Inside the Every Student Succeeds Act
Our friends at the NEA have done it again! They’re providing educators with great resource tools as we work our way through the implementation of ESSA — the Federal “Every Student Succeeds Act.”
First, they’ve relaunched the main ESSA website to better house resources available to communities working on ESSA. CLICK HERE to access the My School, My Voice web site.
Next, the web site houses a great CHECKLIST for you to use to help decide whether your school has all the tools necessary to meet the goals of ESSA. If not, take the opportunity to let your decision-makers know — how else will they know how to close the gaps in your program?
We hope you find these tools helpful. Like its predecessors, ESSA was designed with an idea that it would help students succeed. We can help make sure it helps, rather than hurts, with our engaged involvement in the process.
ESSA Talking Points
The Every School Succeeds Act (ESSA) has offered educators a great opportunity to talk about the factors that create the kind of school atmosphere where every student can succeed. Below are some key ideas to help educators “talk up” this new and valuable program for student achievement.
- Show me a school that works well, and I’ll show you a school that has the resources and programs to support, encourage, and inspire students at every level. Take a $3.50 clipboard, a piece of paper and a #2 pencil and walk into the best school in your state. Just start writing down what you see: a band; teachers who are certified to teach physics and calculus; counselors to help students make life-altering choices; caring and supportive staff who welcome families into the school; theater class; girls’ volleyball; a chemistry lab; classes that offer college credit; debate; robotics; foreign languages.
- Those things—the things that make schools great, the things that build curiosity and instill a love of learning—that’s your state standard. It is what every child deserves. And it shouldn’t be available based on how much their parents make, what language they speak at home, and certainly not what neighborhood they live in.
- Take that list into every school in your state and see where kids have access to what makes a school great and where they don’t. And then fix it. Work with your colleagues, parents, school board members, community leaders, state education officials, and other friends of public education to fill in the gaps.
- Every student deserves a well-rounded curriculum that will nurture his natural curiosity, imagination, and desire to learn. The new education law, the Every Student Succeeds Act or ESSA, will get us closer to achieving that goal for all students if we make our voices heard in how it’s carried out.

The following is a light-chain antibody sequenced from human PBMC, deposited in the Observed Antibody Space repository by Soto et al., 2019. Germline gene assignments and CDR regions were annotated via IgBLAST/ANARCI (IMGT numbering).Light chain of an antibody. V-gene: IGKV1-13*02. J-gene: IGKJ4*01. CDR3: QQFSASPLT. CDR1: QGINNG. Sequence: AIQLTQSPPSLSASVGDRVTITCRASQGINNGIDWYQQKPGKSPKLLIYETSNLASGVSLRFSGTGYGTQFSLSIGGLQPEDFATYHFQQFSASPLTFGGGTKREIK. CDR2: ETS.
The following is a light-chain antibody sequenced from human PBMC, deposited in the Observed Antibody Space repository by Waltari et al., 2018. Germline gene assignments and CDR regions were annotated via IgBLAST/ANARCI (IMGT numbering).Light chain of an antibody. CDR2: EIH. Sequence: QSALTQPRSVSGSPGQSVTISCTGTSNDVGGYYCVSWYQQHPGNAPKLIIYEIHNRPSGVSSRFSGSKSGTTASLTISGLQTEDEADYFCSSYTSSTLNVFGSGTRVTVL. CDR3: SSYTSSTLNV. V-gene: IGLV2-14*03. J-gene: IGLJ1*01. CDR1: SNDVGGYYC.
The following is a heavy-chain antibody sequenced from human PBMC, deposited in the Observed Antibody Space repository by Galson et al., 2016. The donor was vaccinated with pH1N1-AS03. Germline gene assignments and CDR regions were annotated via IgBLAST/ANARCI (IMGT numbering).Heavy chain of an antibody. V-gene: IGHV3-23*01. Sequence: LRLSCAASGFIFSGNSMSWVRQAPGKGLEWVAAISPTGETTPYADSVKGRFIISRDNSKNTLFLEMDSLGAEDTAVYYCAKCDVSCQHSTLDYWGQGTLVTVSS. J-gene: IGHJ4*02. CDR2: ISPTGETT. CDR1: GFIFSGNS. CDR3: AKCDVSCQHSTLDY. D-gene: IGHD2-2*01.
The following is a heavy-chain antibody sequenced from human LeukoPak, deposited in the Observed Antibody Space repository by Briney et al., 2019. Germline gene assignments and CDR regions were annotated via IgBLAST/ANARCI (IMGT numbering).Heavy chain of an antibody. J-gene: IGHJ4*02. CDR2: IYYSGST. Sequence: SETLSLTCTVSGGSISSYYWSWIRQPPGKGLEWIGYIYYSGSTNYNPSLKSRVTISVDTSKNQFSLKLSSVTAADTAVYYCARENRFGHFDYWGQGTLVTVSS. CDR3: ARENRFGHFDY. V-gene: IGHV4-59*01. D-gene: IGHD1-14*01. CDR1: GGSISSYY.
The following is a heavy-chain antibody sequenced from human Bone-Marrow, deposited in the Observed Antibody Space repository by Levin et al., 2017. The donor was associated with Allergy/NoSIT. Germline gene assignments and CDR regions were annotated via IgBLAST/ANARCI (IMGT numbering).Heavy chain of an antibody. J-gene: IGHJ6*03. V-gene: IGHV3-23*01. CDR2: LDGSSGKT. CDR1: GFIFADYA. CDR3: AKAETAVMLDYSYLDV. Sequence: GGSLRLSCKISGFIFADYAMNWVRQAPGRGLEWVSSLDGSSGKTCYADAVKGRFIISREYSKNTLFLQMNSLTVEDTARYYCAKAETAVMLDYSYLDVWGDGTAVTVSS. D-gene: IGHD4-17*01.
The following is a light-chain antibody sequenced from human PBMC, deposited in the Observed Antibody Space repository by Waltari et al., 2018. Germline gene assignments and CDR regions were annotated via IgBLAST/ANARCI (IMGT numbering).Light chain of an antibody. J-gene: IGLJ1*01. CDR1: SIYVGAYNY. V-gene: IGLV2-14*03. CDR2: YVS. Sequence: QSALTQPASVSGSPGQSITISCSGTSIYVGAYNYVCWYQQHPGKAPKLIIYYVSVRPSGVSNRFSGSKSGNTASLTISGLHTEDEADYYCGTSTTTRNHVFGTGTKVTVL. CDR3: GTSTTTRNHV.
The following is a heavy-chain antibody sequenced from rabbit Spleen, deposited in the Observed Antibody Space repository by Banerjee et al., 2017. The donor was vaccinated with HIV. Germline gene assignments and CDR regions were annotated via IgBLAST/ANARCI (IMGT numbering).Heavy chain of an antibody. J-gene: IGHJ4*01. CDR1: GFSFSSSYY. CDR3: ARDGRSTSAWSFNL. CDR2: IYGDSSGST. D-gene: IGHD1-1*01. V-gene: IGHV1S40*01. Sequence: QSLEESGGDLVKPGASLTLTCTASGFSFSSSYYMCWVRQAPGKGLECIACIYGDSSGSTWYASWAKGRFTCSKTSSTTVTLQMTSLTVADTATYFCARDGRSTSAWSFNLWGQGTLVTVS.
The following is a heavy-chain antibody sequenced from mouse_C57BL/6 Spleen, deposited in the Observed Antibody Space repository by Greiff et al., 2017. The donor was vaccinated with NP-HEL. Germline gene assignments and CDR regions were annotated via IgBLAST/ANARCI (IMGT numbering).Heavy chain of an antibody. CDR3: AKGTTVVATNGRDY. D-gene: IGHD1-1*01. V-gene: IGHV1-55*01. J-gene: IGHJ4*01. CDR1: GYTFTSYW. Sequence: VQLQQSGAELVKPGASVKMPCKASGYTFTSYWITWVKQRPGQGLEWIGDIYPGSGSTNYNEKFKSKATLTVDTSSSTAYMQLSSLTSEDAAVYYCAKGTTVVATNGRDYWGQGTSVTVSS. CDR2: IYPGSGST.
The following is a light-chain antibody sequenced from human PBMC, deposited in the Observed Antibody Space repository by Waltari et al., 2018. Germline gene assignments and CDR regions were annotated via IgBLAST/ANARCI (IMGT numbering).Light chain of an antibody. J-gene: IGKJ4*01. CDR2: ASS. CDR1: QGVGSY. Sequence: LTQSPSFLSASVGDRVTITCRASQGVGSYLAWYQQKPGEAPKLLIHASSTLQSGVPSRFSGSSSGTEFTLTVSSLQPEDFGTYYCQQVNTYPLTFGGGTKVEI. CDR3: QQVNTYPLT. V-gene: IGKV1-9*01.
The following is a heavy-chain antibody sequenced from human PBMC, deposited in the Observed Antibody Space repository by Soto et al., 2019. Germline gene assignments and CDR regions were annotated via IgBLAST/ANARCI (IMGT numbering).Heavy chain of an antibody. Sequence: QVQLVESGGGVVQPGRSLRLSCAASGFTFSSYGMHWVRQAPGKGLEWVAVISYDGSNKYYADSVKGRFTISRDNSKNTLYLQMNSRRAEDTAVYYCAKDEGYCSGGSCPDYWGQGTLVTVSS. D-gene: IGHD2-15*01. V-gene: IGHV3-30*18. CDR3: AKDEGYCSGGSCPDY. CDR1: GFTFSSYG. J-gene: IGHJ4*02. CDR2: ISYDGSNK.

- Do we want someone as unqualified as Betsy DeVos making decisions about our students and schools? No! Here’s the good news: The new education law, ESSA, gives us more say in our classrooms and a seat at the table to determine what really matters to student success. We must make sure our voices are heard.
- The best opportunities for our students arise when we’re at the table driving the discussion, and the new education law gives us the opening to do that. The law is called ESSA, and it will only work for our students if we get involved and shape how it’s put into action in our classrooms and schools.
- We can determine what success looks like for our students under the new education law. The law is known as ESSA, and “student success” is at the heart of it. The best part about it is that we get a say in determining what factors lead to student success.
- You have the opportunity to ensure that all our students have the support, tools and time they need, but only by getting involved in how the new education law is carried out. Make sure our students get the most out of ESSA by putting your two cents in right now.
- We’re the ones who are best equipped to ensure student success, and the new education law lets us make our voices heard. We’ve got a seat at the table to determine how the new law, ESSA, is carried out and how to make its promise of greater opportunity real for our students.
- Thanks to the new education law, educators and support staff—the professionals who know the kids by name and understand how to unlock their potential—will play a key role in shaping policies that affect students and making school decisions.